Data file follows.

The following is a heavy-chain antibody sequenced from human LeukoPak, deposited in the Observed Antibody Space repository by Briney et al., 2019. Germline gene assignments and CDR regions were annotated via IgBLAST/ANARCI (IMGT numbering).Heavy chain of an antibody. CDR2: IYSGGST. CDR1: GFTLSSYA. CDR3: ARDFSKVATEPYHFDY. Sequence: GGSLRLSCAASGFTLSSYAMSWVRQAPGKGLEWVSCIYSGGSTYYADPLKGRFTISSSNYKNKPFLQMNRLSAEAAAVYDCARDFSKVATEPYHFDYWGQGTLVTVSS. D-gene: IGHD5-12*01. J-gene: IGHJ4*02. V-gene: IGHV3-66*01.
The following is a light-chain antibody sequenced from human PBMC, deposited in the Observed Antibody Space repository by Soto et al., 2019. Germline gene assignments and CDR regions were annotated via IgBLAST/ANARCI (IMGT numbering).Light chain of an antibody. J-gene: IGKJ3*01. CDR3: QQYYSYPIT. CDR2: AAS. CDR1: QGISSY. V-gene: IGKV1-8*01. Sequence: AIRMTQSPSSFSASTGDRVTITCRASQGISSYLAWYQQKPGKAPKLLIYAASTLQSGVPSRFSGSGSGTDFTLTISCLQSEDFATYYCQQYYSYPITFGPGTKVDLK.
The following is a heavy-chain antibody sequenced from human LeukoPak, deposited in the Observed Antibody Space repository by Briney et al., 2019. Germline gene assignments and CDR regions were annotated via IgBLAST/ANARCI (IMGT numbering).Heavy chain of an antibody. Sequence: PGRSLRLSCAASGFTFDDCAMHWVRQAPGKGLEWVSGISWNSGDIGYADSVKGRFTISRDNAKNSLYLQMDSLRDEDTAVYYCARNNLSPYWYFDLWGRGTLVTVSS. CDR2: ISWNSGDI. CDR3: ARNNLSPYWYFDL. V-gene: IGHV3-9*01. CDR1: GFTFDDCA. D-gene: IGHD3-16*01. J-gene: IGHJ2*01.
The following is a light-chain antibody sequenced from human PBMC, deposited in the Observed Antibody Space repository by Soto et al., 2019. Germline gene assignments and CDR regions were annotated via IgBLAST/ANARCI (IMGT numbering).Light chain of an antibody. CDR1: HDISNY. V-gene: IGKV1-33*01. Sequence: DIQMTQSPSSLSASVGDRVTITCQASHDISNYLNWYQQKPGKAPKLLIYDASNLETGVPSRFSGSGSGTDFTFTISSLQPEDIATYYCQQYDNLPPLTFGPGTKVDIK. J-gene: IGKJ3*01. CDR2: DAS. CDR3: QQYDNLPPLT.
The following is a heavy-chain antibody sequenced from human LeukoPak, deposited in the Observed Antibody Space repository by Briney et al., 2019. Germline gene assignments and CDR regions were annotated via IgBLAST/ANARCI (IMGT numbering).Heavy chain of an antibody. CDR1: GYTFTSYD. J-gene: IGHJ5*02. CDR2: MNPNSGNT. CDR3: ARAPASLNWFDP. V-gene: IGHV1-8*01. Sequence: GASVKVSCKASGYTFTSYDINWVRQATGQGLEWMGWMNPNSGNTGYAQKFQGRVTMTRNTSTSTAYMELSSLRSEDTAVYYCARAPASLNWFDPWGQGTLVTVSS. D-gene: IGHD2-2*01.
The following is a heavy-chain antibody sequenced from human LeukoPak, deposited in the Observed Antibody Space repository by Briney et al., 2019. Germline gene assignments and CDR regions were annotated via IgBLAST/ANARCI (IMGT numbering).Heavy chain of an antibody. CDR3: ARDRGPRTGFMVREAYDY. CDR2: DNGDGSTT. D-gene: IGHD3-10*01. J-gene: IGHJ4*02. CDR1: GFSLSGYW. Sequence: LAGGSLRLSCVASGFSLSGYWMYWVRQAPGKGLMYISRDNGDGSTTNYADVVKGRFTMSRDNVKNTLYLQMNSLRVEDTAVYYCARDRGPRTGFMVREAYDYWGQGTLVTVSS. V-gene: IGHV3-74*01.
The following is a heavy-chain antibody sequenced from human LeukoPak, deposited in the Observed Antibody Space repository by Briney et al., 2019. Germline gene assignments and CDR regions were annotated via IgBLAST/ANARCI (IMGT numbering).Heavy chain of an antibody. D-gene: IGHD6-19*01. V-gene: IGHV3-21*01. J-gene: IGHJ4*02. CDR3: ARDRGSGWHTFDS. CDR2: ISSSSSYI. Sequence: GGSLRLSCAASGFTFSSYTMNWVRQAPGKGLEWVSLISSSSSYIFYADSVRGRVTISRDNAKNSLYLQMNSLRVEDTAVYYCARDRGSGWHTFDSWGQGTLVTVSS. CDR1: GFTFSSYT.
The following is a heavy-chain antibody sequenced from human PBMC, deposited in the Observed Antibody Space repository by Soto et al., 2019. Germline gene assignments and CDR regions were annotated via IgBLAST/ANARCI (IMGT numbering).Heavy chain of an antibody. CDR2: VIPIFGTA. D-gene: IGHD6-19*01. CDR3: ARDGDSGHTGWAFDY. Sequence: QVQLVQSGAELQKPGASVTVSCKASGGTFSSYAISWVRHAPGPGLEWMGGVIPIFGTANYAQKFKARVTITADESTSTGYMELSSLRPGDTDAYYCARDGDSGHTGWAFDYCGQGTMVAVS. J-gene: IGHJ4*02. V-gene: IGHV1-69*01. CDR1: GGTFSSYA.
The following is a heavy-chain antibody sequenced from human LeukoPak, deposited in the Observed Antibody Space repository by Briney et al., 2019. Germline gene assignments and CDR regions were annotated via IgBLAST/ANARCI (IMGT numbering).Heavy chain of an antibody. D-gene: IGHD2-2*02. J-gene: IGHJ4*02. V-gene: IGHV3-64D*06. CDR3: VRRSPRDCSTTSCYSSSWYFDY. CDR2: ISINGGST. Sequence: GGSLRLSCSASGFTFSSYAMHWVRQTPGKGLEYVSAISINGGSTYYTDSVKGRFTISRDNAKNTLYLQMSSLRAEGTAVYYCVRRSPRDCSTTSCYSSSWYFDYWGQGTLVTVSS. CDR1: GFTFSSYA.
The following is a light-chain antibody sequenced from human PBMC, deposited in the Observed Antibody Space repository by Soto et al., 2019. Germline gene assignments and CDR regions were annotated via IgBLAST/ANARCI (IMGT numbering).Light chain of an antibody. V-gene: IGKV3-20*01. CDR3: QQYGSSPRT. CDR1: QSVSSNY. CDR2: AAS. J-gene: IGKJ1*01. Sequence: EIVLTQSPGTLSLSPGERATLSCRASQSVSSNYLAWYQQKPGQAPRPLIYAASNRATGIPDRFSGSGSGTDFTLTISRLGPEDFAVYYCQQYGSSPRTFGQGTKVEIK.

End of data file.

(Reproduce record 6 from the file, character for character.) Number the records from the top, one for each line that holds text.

The following is a heavy-chain antibody sequenced from human LeukoPak, deposited in the Observed Antibody Space repository by Briney et al., 2019. Germline gene assignments and CDR regions were annotated via IgBLAST/ANARCI (IMGT numbering).Heavy chain of an antibody. CDR3: ARDRGPRTGFMVREAYDY. CDR2: DNGDGSTT. D-gene: IGHD3-10*01. J-gene: IGHJ4*02. CDR1: GFSLSGYW. Sequence: LAGGSLRLSCVASGFSLSGYWMYWVRQAPGKGLMYISRDNGDGSTTNYADVVKGRFTMSRDNVKNTLYLQMNSLRVEDTAVYYCARDRGPRTGFMVREAYDYWGQGTLVTVSS. V-gene: IGHV3-74*01.